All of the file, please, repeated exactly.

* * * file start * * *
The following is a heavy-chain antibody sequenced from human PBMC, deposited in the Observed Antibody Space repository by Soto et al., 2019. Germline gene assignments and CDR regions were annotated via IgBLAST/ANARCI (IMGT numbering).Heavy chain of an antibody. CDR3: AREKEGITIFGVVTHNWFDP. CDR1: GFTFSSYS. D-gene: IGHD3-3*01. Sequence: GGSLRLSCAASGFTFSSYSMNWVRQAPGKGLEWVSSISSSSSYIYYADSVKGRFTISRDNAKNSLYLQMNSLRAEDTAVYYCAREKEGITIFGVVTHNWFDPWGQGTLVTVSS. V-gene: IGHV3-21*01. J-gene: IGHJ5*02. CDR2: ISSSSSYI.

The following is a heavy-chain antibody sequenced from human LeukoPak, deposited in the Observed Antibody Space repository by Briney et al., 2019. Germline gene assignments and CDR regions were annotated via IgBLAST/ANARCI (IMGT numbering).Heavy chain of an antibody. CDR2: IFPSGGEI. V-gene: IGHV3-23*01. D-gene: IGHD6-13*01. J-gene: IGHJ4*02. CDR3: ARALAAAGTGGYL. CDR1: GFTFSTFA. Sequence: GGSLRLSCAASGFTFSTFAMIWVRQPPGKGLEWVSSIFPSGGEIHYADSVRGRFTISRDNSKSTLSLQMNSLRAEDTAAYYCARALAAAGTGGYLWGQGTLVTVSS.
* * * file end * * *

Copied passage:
The following is a heavy-chain antibody sequenced from human PBMC, deposited in the Observed Antibody Space repository by Soto et al., 2019. Germline gene assignments and CDR regions were annotated via IgBLAST/ANARCI (IMGT numbering).Heavy chain of an antibody. CDR3: AREKEGITIFGVVTHNWFDP. CDR1: GFTFSSYS. D-gene: IGHD3-3*01. Sequence: GGSLRLSCAASGFTFSSYSMNWVRQAPGKGLEWVSSISSSSSYIYYADSVKGRFTISRDNAKNSLYLQMNSLRAEDTAVYYCAREKEGITIFGVVTHNWFDPWGQGTLVTVSS. V-gene: IGHV3-21*01. J-gene: IGHJ5*02. CDR2: ISSSSSYI.

The following is a heavy-chain antibody sequenced from human LeukoPak, deposited in the Observed Antibody Space repository by Briney et al., 2019. Germline gene assignments and CDR regions were annotated via IgBLAST/ANARCI (IMGT numbering).Heavy chain of an antibody. CDR2: IFPSGGEI. V-gene: IGHV3-23*01. D-gene: IGHD6-13*01. J-gene: IGHJ4*02. CDR3: ARALAAAGTGGYL. CDR1: GFTFSTFA. Sequence: GGSLRLSCAASGFTFSTFAMIWVRQPPGKGLEWVSSIFPSGGEIHYADSVRGRFTISRDNSKSTLSLQMNSLRAEDTAAYYCARALAAAGTGGYLWGQGTLVTVSS.